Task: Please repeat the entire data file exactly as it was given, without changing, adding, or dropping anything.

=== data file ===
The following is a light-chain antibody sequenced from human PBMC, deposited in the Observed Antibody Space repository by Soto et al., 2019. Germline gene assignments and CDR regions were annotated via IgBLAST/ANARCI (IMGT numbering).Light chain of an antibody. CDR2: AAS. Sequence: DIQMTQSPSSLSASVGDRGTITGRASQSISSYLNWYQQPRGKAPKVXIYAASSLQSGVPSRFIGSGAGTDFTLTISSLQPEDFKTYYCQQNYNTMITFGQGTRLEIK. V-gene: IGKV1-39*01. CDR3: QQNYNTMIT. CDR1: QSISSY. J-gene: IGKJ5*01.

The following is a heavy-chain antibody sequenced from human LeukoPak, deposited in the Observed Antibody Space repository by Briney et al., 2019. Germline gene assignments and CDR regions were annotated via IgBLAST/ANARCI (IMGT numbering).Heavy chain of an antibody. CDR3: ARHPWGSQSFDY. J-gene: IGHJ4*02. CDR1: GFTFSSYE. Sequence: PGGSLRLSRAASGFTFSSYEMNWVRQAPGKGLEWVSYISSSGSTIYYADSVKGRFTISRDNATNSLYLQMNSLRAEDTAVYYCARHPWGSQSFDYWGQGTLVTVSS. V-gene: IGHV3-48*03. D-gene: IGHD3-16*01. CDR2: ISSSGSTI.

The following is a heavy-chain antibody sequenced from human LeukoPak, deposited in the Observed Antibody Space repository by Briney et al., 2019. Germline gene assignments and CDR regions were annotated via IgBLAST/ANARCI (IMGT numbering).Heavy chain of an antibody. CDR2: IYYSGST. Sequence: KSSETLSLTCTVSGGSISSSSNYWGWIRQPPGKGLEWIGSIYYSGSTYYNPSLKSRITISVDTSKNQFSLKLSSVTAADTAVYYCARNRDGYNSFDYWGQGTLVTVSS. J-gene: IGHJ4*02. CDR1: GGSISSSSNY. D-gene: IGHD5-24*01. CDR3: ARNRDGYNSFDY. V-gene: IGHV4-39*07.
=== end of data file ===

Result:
The following is a light-chain antibody sequenced from human PBMC, deposited in the Observed Antibody Space repository by Soto et al., 2019. Germline gene assignments and CDR regions were annotated via IgBLAST/ANARCI (IMGT numbering).Light chain of an antibody. CDR2: AAS. Sequence: DIQMTQSPSSLSASVGDRGTITGRASQSISSYLNWYQQPRGKAPKVXIYAASSLQSGVPSRFIGSGAGTDFTLTISSLQPEDFKTYYCQQNYNTMITFGQGTRLEIK. V-gene: IGKV1-39*01. CDR3: QQNYNTMIT. CDR1: QSISSY. J-gene: IGKJ5*01.

The following is a heavy-chain antibody sequenced from human LeukoPak, deposited in the Observed Antibody Space repository by Briney et al., 2019. Germline gene assignments and CDR regions were annotated via IgBLAST/ANARCI (IMGT numbering).Heavy chain of an antibody. CDR3: ARHPWGSQSFDY. J-gene: IGHJ4*02. CDR1: GFTFSSYE. Sequence: PGGSLRLSRAASGFTFSSYEMNWVRQAPGKGLEWVSYISSSGSTIYYADSVKGRFTISRDNATNSLYLQMNSLRAEDTAVYYCARHPWGSQSFDYWGQGTLVTVSS. V-gene: IGHV3-48*03. D-gene: IGHD3-16*01. CDR2: ISSSGSTI.

The following is a heavy-chain antibody sequenced from human LeukoPak, deposited in the Observed Antibody Space repository by Briney et al., 2019. Germline gene assignments and CDR regions were annotated via IgBLAST/ANARCI (IMGT numbering).Heavy chain of an antibody. CDR2: IYYSGST. Sequence: KSSETLSLTCTVSGGSISSSSNYWGWIRQPPGKGLEWIGSIYYSGSTYYNPSLKSRITISVDTSKNQFSLKLSSVTAADTAVYYCARNRDGYNSFDYWGQGTLVTVSS. J-gene: IGHJ4*02. CDR1: GGSISSSSNY. D-gene: IGHD5-24*01. CDR3: ARNRDGYNSFDY. V-gene: IGHV4-39*07.